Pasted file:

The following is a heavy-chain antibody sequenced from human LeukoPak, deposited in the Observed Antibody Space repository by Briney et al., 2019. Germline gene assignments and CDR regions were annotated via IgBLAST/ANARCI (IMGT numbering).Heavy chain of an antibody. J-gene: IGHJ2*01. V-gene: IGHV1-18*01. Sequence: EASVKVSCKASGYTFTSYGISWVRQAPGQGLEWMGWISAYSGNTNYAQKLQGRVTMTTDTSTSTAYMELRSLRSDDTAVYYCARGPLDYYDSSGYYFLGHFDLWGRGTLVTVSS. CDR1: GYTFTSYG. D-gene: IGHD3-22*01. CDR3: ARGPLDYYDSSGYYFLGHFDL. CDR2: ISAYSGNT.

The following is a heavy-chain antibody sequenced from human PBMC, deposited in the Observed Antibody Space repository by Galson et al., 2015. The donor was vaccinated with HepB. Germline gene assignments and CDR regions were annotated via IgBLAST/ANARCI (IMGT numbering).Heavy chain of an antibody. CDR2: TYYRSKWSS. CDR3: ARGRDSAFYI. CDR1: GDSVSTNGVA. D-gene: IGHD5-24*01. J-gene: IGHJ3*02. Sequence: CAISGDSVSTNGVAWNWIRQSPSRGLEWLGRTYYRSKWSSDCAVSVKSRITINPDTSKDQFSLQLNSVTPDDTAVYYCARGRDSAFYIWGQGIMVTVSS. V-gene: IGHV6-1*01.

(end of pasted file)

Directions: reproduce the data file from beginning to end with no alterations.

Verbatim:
The following is a heavy-chain antibody sequenced from human LeukoPak, deposited in the Observed Antibody Space repository by Briney et al., 2019. Germline gene assignments and CDR regions were annotated via IgBLAST/ANARCI (IMGT numbering).Heavy chain of an antibody. J-gene: IGHJ2*01. V-gene: IGHV1-18*01. Sequence: EASVKVSCKASGYTFTSYGISWVRQAPGQGLEWMGWISAYSGNTNYAQKLQGRVTMTTDTSTSTAYMELRSLRSDDTAVYYCARGPLDYYDSSGYYFLGHFDLWGRGTLVTVSS. CDR1: GYTFTSYG. D-gene: IGHD3-22*01. CDR3: ARGPLDYYDSSGYYFLGHFDL. CDR2: ISAYSGNT.

The following is a heavy-chain antibody sequenced from human PBMC, deposited in the Observed Antibody Space repository by Galson et al., 2015. The donor was vaccinated with HepB. Germline gene assignments and CDR regions were annotated via IgBLAST/ANARCI (IMGT numbering).Heavy chain of an antibody. CDR2: TYYRSKWSS. CDR3: ARGRDSAFYI. CDR1: GDSVSTNGVA. D-gene: IGHD5-24*01. J-gene: IGHJ3*02. Sequence: CAISGDSVSTNGVAWNWIRQSPSRGLEWLGRTYYRSKWSSDCAVSVKSRITINPDTSKDQFSLQLNSVTPDDTAVYYCARGRDSAFYIWGQGIMVTVSS. V-gene: IGHV6-1*01.